They wave, they smile,
words aren’t always spoken, but are always said.

Some see a barrier, a boundary, something that divides.
They see a place shared, something that joins,
where things are shared, offered, given—
Not just the words … the hopes and dreams and …

Some cannot understand why this is,
why things are, how they came to be.
They understand … they just know inside
why things are, how they came to be.

Fences can make good neighbours,
can bring families together.
Fences offer a place to be.
They give thoughts a space.

Some fences reveal more:
telling of the distance between,
speaking of the moments shared,
listening to the secrets told.

This fence is a cherished place
where two souls meet,
two lives touch,
two friends wave.
This fence matters.

It matters for the light there,
for the hope there,
for the moments there,
for the healing there.

It is called just “the fence,”
but it isn’t just a fence:
It is … just … more.
It just is.

 

 

Thank you my heart…

 

Tera

Mar 15 2015

A Review of Wild West Succubus by Lila Shaw

Wild West Succubus by Lila Shaw

Wild West Succubus by Lila Shaw

The next in a series of four reviews of works by the author Lila Shaw today on the Tale and one that, for me, took Succubi into a time that really hasn’t been written about very much and I thought was very interesting and well done…

None of the Succubi have simple lives. The questions of  who they are, why they came to be are core to them. But there is more than that. There is the certainty of… knowing. That one moment in their lives when they made a choice, for right or wrong, and the things that they did, or didn’t do as a result. The assumption that some make, that being a Succubus makes one less… is an assumption that never is correct.

They are, always, more.

The work tells the story of:

The West has never been so wild! A determined gargoyle is on the hunt, but he didn’t count on falling for the beautiful succubus he was sent to destroy. She’ll never be tamed or broken, but can she be saved?

A woman damned … Priscilla Goodnight, a widow in the harsh Kansas frontier, has a cattle ranch to run. She can’t afford to reveal any cracks in her tough exterior or indulge in sexual liaisons with her ranch hands. But a hungry succubus can only exercise so much self-restraint, making discretion, disguise, and memory-wiping her top managerial skills.

The mysterious stranger who knows her darkest secret … Priscilla doesn’t remember hiring the man with the wily smile and the flannel voice. At all. Men as physically appealing as Hugo Desmond rarely escape her bed, let alone her memory. And how is he able to move so fast, yet nobody notices but her?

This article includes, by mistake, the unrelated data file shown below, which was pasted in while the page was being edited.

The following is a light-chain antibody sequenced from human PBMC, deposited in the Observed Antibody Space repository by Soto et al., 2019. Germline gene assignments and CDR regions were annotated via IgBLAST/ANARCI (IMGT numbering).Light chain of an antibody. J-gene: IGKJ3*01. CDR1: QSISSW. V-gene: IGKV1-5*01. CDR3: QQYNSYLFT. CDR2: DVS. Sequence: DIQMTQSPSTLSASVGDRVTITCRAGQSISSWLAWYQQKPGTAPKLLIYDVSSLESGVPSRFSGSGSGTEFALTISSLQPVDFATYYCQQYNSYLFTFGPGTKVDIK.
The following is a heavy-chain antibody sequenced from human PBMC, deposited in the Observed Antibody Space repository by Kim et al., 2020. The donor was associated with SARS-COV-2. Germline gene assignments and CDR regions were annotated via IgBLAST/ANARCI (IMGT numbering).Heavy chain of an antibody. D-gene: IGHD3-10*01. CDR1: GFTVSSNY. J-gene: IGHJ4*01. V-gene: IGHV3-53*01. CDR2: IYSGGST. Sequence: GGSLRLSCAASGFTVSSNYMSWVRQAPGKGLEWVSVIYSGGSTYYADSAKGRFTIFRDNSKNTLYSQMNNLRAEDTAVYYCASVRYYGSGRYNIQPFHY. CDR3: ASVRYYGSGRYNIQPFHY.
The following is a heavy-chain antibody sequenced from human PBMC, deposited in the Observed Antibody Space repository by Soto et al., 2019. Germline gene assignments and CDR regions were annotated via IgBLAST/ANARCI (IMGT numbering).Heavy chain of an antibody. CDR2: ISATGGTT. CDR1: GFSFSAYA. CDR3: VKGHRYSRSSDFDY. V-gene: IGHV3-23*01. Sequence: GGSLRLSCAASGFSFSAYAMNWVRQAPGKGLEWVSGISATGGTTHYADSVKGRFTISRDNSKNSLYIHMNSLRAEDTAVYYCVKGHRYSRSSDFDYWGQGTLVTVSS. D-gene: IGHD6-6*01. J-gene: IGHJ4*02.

Is she his target, his mission, or his bait? Hugo is a gargoyle—a specially-trained executioner—sent to purge the west of evil. With succubi falling squarely in demon territory, Priscilla has every reason to fear him … yet she can’t stay away. Hugo says he needs her help and wants to save her soul. But is redemption possible for a woman as wicked as Priscilla, or will love thaw her heart just enough for Hugo to crush it?

Priscilla is not what you might expect her to be. She isn’t like most Succubi in her world, having loved and lost changes a person and it changed Priscilla. It changed her more when she lost again. She has her needs, but she has found a way to manage them and in doing so has found a measure of piece in a world that has taken much of that from her in the cruelest of ways. Then Hugo arrives and she is confronted with someone that knows who she is, what she is… and could kill her quite easily. He frustrates her, she captivates him, but there is that one word that keeps cropping up between them. Demon. She’s one. He’s hunting them.

I don’t tend to enjoy Western books very much. Mainly because, for the most part, the women that appear have no will, are frail things, and seem to have no mind of their own. Priscilla is the complete opposite of that and more to the point, her own nature is what helped to drive her towards the place she finds herself, the things she does, and more importantly, the things she refuses to do. There’s a really wonderfully told inner conflict within herself at times that takes her towards the edge often, but she strives very much to overcome that. It is that struggle within herself, but more, the struggle to be the one in control, to manage those around her, and to keep a firm grip on her world that adds tension to the work.

Priscilla is a Succubus of course, but horns or a tail are never seen, thought she can take souls, feel on others, and has a bit of mind control ability as well. She also can shape shift, though that is only mentioned fleetingly at as an aside. It’s interesting to hear Priscilla’s thoughts about what she is, who she sees herself, and those around her through the eyes of a Succubus.

When Hugo appears, at first it’s hard to say whether one is supposed to like him or be frustrated by him. Considering that Priscilla feels the same way for quite some time, I think that use of his personality worked well and set up the cascading events that come after they come to terms with each other. There are some points about Hugo that bother me, right to the end of the work, but those are mainly to do with a “power” he has, and, at least to my thoughts, the way he uses it which doesn’t seem to make a lot of sense at times. There’s a bit of a cold calculating personality in him which, thankfully, gets tempered by Priscilla as the story goes on. The same can be said about Hugo and what he does to Priscilla. She isn’t the same person at the end of the work as she was in the beginning.